Report on Aira (Japan) — July 1994
Bulletin of the Global Volcanism Network, vol. 19, no. 7 (July 1994)
Managing Editor: Richard Wunderman.
Aira (Japan) Volcanism continues; 14 explosive eruptions
Please cite this report as:
Global Volcanism Program, 1994. Report on Aira (Japan). In: Wunderman, R. (ed.), Bulletin of the Global Volcanism Network, 19:7. Smithsonian Institution. https://doi.org/10.5479/si.GVP.BGVN199407-282080.
31.593°N, 130.657°E; summit elev. 1117 m
All times are local (unless otherwise noted)
Sakura-jima generated 22 eruptions in July, including 14 explosive ones. None of them caused damage. The highest plume rose to 2.2 km (at 1859 on 5 July). In July, the amount of ashfall at [KLMO] was 237 g/m3. Volcanic swarms were absent in July but 520 earthquakes were detected at a seismic station 2.3 km NW of Minami-dake crater.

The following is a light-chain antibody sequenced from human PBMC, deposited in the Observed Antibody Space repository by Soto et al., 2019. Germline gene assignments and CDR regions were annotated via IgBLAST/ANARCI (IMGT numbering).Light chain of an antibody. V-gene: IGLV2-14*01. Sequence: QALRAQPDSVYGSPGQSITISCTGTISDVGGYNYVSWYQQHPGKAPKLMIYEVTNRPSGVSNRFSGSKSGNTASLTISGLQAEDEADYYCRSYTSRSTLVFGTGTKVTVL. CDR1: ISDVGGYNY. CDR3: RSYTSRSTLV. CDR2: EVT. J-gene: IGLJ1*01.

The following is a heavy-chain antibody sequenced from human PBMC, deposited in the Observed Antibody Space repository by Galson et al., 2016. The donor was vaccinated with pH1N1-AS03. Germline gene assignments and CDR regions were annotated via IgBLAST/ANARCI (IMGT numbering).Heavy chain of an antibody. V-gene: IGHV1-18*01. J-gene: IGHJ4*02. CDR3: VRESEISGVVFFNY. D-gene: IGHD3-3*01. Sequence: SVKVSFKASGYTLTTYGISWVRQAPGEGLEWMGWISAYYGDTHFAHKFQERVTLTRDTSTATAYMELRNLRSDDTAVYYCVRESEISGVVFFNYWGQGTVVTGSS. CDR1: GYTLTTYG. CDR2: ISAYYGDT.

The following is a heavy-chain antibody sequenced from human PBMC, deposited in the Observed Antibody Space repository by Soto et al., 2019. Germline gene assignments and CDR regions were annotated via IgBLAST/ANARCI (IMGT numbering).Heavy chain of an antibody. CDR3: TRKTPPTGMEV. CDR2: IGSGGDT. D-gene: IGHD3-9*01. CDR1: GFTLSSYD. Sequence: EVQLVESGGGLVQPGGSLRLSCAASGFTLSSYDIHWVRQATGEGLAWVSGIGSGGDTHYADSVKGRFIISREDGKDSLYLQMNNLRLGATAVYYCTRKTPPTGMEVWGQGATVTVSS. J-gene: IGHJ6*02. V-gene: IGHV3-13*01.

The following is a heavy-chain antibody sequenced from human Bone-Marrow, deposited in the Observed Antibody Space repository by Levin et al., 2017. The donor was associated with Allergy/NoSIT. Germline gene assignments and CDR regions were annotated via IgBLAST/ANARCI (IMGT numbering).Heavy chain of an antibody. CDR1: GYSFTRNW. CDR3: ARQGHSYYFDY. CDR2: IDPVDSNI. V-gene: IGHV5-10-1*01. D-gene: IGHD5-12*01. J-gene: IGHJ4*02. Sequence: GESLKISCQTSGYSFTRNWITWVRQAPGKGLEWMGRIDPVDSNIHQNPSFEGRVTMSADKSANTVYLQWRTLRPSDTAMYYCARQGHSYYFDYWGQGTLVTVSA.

Geologic Background. The Aira caldera in the northern half of Kagoshima Bay contains the post-caldera Sakurajima volcano, one of Japan's most active. Eruption of the voluminous Ito pyroclastic flow accompanied formation of the 17 x 23 km caldera about 22,000 years ago. The smaller Wakamiko caldera was formed during the early Holocene in the NE corner of the Aira caldera, along with several post-caldera cones. The construction of Sakurajima began about 13,000 years ago on the southern rim of Aira caldera and built an island that was finally joined to the Osumi Peninsula during the major explosive and effusive eruption of 1914. Activity at the Kitadake summit cone ended about 4850 years ago, after which eruptions took place at Minamidake. Frequent historical eruptions, recorded since the 8th century, have deposited ash on Kagoshima, one of Kyushu's largest cities, located across Kagoshima Bay only 8 km from the summit. The largest historical eruption took place during 1471-76.
Information Contacts: JMA.